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Friday, July 21, 2006

Female science nerds

Even before I read this recent, slightly weird NYT article, I had been thinking about the topic of "Women in Science." And not just because King James really wants to meet some girls. When I first arrived, I was surprised to find that my lab is ~50% women (here's a large portion of my lab, visiting the Buddhist temple at Guinsa near Danyang):

Needless to say, quite a shock coming from CIT. But it's not just my lab; at the retreat in Danyang and in the other labs that I've visited, there are a lot of women here who are studying science. In fact, during my brief observation, Korea seems to be doing a much better job than America of keeping women in science (KAIST notwithstanding).

And this is all despite the general preference for male children (although I fail to see why "carrying on the family name" is so important in a culture where everyone is named either Kim, Park, or Lee!). Several girls have even mentioned that their parents openly favor their younger male siblings, simply because they're male.

But then this article got me thinking: I haven't met a single female professor. Not one! Perhaps women in Korea have only recently started studying science, and it's only a matter of time before they infiltrate the ranks of professors? Or is there some subtle sexism going on here, where women's careers are irrevocably interrupted by kids, because they don't have adequate support for childcare and whatnot?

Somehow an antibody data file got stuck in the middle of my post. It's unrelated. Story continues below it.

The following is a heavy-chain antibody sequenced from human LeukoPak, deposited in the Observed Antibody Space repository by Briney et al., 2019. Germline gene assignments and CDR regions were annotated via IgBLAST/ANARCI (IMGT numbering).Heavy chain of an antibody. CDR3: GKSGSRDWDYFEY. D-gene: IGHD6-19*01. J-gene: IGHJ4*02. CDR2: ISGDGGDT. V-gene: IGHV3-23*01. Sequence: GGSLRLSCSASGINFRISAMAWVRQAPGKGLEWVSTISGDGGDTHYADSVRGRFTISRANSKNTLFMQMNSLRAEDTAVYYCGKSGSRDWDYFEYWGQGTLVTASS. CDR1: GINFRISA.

I certainly don't know. Just wondering...

Thankfully, however, a Korean friend told me that Electrical Engineering and Mechanical Engineering are almost exclusively male, even in Korea. Some things are universal, I guess.


  • Take into consideration as well that more women than men are going to college, and from waht I understand that has been the trend for many years. And yet, what is the percentage of female professors in colleges and universities? Why aren't the percentages remaining the same? Why are women deciding (or simply not going) to go into graduate studies?

    Family and marriage has a part to play, and the rub is that both of those factors matter for men as well. But who is more likely to give up their career for family and marriage? It is a frustrating and confusing trend and I think it does point to a kind of subtle sexism, especially coupled with glasss ceilings, and waht I think is still a trend in dissuading women from the sciences in general.

    By Blogger Zeek, at 3:20 PM  

  • The trend may be more pronounced in science, but I think it's prevalent in other fields as well. After all, how many women are CEO's? And how many of those women CEO's have families?

    And that's the shame of it - why spend a society's resources educating women (to the advanced level of masters and doctoral degrees, no less), if society then doesn't allow them to capitalize on that education without sacrificing a family??

    By Blogger swimmerpie3331, at 8:25 PM  

  • I can confirm that there are very few women in Electrical Engineering... anywhere. :-(

    By Anonymous Eric, at 4:42 AM  

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